Canadians Claim Sovereignty over Arctic

The Canadian government unveiled a plan to protect Canadian sovereignty in the Arctic and will rely on an enhanced Navy, Army and Air Force presence, as well as greater underwater and aerial surveillance of the area.

The plan entails building three armed heavy icebreakers capable of carrying troops and stationing them in the area of Iqaluit. The government $2 billion plan would include building a deep-water docking facility for civilian and military use.

The government stated that any foreign vessels traveling in Canadian territorial waters would need to seek its consent, such as the U.S. nuclear submarine which passed through Canadian waters without permission.

The Canadians intend to increase defense spending by $12 billion over the next five years, and responded that it would take all necessary measures to protect the country's sovereignty.

The Canadians intend to establish a new Arctic National Sensor System for northern waters, which will include underwater surveillance technologies such as listening posts to monitor foreign submarines and ships.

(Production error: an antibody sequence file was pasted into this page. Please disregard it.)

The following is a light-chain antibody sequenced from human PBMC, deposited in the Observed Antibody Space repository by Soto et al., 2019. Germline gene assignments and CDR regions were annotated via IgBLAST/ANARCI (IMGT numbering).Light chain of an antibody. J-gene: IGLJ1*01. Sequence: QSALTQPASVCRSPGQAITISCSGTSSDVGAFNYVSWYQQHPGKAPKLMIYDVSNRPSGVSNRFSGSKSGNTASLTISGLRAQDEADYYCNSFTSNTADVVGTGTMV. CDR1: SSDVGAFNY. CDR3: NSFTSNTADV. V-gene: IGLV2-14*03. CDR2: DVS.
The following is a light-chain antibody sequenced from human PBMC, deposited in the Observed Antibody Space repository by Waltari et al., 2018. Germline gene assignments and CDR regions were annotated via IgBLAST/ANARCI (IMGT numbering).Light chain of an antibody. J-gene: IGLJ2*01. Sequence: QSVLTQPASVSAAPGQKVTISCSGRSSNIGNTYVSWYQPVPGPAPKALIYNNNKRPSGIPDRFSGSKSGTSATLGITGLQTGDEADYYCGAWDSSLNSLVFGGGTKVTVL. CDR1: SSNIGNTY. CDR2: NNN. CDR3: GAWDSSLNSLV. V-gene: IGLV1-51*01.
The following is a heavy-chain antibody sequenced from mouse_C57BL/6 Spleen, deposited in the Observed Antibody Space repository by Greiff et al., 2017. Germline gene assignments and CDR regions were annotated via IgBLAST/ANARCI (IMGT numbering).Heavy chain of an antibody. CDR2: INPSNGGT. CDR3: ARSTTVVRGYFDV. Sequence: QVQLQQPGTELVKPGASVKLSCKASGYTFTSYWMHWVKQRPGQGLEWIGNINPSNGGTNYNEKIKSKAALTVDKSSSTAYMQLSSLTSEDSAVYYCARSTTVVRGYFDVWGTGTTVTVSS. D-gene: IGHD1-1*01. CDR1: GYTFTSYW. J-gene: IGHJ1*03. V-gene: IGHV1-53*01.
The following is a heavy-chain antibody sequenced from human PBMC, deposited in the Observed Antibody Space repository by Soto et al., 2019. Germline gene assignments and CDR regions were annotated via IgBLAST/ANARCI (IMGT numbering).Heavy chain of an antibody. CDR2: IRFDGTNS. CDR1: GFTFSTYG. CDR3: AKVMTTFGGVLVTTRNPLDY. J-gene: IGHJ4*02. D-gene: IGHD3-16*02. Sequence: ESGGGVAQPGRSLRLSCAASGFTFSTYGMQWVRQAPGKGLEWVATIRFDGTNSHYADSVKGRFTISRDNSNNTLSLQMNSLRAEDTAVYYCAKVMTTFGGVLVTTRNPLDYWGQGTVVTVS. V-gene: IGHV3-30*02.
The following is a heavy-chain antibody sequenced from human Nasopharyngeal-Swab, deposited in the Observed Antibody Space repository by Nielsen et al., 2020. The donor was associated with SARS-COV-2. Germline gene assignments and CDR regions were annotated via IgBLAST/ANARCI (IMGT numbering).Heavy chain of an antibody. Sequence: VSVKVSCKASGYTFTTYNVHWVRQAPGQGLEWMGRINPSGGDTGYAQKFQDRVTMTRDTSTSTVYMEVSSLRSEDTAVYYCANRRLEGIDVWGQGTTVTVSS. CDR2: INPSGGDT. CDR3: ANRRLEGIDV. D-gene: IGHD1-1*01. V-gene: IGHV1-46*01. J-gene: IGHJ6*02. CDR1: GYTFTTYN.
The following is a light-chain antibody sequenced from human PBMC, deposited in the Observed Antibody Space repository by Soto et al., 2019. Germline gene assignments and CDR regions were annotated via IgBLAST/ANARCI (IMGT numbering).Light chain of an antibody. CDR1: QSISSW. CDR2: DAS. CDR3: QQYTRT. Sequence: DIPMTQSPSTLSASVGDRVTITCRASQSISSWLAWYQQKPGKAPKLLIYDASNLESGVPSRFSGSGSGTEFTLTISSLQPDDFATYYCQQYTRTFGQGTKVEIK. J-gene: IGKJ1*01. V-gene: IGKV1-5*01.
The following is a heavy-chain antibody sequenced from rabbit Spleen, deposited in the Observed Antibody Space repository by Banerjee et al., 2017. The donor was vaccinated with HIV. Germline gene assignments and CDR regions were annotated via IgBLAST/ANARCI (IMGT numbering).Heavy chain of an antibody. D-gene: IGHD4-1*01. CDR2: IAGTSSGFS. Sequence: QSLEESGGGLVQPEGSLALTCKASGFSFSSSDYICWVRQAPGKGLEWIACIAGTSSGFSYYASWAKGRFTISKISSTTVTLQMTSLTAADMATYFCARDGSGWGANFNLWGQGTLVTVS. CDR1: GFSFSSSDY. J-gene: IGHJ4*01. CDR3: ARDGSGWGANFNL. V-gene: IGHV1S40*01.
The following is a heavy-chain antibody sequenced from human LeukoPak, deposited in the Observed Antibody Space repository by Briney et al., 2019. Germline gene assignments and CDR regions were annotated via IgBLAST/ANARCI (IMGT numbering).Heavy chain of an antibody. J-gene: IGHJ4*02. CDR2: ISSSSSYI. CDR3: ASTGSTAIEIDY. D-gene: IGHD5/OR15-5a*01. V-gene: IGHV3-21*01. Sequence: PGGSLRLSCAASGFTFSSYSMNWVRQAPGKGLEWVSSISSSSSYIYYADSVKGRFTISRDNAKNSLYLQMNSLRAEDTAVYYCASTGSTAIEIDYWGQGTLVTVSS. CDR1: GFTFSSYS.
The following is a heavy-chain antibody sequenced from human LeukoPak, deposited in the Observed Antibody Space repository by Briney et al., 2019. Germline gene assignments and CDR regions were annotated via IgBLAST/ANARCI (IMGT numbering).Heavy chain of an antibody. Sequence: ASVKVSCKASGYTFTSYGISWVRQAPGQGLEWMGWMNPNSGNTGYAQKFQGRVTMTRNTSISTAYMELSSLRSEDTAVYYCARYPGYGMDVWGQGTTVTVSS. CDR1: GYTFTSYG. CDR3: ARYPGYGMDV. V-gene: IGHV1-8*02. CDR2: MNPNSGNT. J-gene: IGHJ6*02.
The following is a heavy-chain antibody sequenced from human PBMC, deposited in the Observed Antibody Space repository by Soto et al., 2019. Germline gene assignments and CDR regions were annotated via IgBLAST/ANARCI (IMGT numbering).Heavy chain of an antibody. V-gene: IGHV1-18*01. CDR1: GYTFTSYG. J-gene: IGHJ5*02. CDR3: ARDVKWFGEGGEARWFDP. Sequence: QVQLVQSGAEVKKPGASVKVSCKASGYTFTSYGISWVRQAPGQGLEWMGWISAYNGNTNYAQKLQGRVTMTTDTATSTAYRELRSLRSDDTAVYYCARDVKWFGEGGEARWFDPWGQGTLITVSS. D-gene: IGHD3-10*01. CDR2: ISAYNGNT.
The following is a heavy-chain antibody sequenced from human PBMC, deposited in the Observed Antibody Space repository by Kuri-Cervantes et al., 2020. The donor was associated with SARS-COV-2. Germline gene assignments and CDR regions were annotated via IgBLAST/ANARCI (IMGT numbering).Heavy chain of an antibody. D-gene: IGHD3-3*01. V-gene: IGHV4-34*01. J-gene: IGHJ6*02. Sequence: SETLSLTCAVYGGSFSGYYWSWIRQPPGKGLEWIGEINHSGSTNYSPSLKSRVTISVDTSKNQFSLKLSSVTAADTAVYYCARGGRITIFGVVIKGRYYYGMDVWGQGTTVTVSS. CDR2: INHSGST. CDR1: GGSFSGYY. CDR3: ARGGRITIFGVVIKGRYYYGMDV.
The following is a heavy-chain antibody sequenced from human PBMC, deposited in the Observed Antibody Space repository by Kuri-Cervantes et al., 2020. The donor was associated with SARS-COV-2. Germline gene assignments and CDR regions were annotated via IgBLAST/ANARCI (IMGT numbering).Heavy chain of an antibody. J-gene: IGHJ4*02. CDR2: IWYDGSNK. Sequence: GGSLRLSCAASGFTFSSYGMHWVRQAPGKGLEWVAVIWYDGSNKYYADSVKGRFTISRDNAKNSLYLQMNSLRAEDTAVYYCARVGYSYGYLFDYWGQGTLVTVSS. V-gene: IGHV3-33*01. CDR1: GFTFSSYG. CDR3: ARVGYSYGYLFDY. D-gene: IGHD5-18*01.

Among other things, the government plans to buy at least three strategic transport aircraft, increase the size of the Disaster Assistance Response Team, and resurrect the disbanded airborne unit.

Other elements of the Conservative plan include:

- Building a new Arctic army training centre in the area of Cambridge Bay on the Northwest Passage, staffed by 100 regular force personnel.

- Stationing new fixed-wing search-and-rescue aircraft in Yellowknife.

- Providing eastern and western Arctic air surveillance by stationing new long-range unmanned aerial vehicle squadrons at CFB Goose Bay in Labrador and CFB Comox in British Columbia.